I realized I don’t really let my mind go free in the possibilities, that I don’t go big or small with God. Sometimes, I don’t even ask. And now I wonder: why?

Lord, I want to praise and glorify you with my life. Help me to come to you and ask. I know I trust you, so why don’t I ask? I know you love me, so why don’t I ask? I know you’re generous, so why don’t I ask? I know when I draw near to you, you meet me. Thank you for your word to remind me I am chosen and dearly loved. You call me yours, and that truly is a gift.

Courtney (66books365)

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2 Samuel 13; 2 Corinthians 6; Ezekiel 20; Psalms 66, 67

I recently ran seven miles nonstop. This was a really big deal for me because I’m preparing to run a half-marathon next year, and there’s a part of me that feels intimidated by the distance. I was truly surprised at how good I felt when I finished the mileage. I was surprised I did it. When I was in my twenties, I was very athletic. When I was in my forties, I was very not athletic. In fact, I was unhealthy, overweight, stressed and grieving.

This week when I set out on my long run, I did seven miles again, shaving nearly a minute of my per-mile pace. I was so very thankful to God for all of it. I remember thinking, “I forgot I was an athlete.” And I felt like God reminded me: you forgot a lot of things.

In Louie Giglio’s book Not Forsaken, I nearly choked at this sentence: “You are no longer a slave to the abuse or addictions of your parents or to the grave where your father is buried.” (198) I sat in awe–Lord, I forgot I am no longer a slave. And He filled in the blanks of other things I forgot–that I am capable and equipped for the tasks He has prepared for me; I am given my own skill set to bring Him glory; I am loved, valued and chosen; I am His daughter.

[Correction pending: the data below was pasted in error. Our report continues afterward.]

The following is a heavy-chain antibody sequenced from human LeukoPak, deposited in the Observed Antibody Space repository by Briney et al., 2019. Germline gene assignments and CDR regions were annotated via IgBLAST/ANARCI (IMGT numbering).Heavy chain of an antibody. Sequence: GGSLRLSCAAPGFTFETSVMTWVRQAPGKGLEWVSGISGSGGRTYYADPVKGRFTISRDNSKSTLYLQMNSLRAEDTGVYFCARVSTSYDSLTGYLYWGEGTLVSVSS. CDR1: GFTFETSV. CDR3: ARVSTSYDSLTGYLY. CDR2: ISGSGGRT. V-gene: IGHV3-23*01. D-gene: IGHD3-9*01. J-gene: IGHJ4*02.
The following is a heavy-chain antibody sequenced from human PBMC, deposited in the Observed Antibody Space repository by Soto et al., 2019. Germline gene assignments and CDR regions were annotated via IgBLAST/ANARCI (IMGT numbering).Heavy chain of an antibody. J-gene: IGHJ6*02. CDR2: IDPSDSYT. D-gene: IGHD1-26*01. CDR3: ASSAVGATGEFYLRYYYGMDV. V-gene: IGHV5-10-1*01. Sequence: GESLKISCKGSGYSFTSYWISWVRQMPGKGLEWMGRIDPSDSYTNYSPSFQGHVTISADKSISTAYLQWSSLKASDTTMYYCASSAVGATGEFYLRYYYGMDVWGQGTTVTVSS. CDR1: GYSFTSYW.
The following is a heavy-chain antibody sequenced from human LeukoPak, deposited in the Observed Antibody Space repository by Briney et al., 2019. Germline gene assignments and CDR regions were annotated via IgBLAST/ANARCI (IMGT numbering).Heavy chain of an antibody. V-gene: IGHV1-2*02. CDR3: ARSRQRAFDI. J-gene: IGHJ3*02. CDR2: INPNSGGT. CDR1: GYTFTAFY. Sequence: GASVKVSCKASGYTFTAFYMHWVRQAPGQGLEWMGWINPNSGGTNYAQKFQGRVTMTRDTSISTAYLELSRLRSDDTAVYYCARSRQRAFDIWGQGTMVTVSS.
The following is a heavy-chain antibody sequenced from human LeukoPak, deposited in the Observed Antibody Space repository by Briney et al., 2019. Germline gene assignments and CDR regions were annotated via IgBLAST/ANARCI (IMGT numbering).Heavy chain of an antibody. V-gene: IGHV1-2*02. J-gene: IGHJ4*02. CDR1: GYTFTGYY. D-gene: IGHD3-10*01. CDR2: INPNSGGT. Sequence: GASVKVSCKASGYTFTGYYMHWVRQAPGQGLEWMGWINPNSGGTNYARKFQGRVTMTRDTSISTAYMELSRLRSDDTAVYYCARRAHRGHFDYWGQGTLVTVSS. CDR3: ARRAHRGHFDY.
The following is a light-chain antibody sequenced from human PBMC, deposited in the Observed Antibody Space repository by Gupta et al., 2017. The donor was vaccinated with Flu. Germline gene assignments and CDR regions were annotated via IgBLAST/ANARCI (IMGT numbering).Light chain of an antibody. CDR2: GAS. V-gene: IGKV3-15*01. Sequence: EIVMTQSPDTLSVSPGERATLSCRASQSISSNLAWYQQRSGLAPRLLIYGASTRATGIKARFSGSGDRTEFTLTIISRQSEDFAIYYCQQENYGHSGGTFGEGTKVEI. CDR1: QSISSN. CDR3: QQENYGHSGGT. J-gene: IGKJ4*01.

Today, when I read Paul’s words, he sets my focus straight. My heart and thoughts sometimes get caught in a tug-of-war among the media, my own issues, other opinions, and what is right.

As God’s partners, we beg you not to accept this marvelous gift of God’s kindness and then ignore it. For God says,

“At just the right time, I heard you.
    On the day of salvation, I helped you.”

Indeed, the “right time” is now. Today is the day of salvation.

We live in such a way that no one will stumble because of us, and no one will find fault with our ministry. In everything we do, we show that we are true ministers of God. We patiently endure troubles and hardships and calamities of every kind. We have been beaten, been put in prison, faced angry mobs, worked to exhaustion, endured sleepless nights, and gone without food. We prove ourselves by our purity, our understanding, our patience, our kindness, by the Holy Spirit within us, and by our sincere love. We faithfully preach the truth. God’s power is working in us. We use the weapons of righteousness in the right hand for attack and the left hand for defense. We serve God whether people honor us or despise us, whether they slander us or praise us. We are honest, but they call us impostors. We are ignored, even though we are well known. We live close to death, but we are still alive. We have been beaten, but we have not been killed. 10 Our hearts ache, but we always have joy. We are poor, but we give spiritual riches to others. We own nothing, and yet we have everything.

11 Oh, dear Corinthian friends! We have spoken honestly with you, and our hearts are open to you. 12 There is no lack of love on our part, but you have withheld your love from us. 13 I am asking you to respond as if you were my own children. Open your hearts to us!

14 Don’t team up with those who are unbelievers. How can righteousness be a partner with wickedness? How can light live with darkness? 15 What harmony can there be between Christ and the devil? How can a believer be a partner with an unbeliever? 16 And what union can there be between God’s temple and idols? For we are the temple of the living God. (2 Corinthians 6:1-16, NLT, emphasis added)

Lord, I need You and Your Word every day. I forget. I forget when I’m distracted or worried or stressed. I forget when I am overwhelmed. I forget when I am angry. But You and Your Word are never far, and always ready to guide the way. Thank you for reminding me, for giving me freedom, for showing me the way, for saving me.

Courtney (66books365)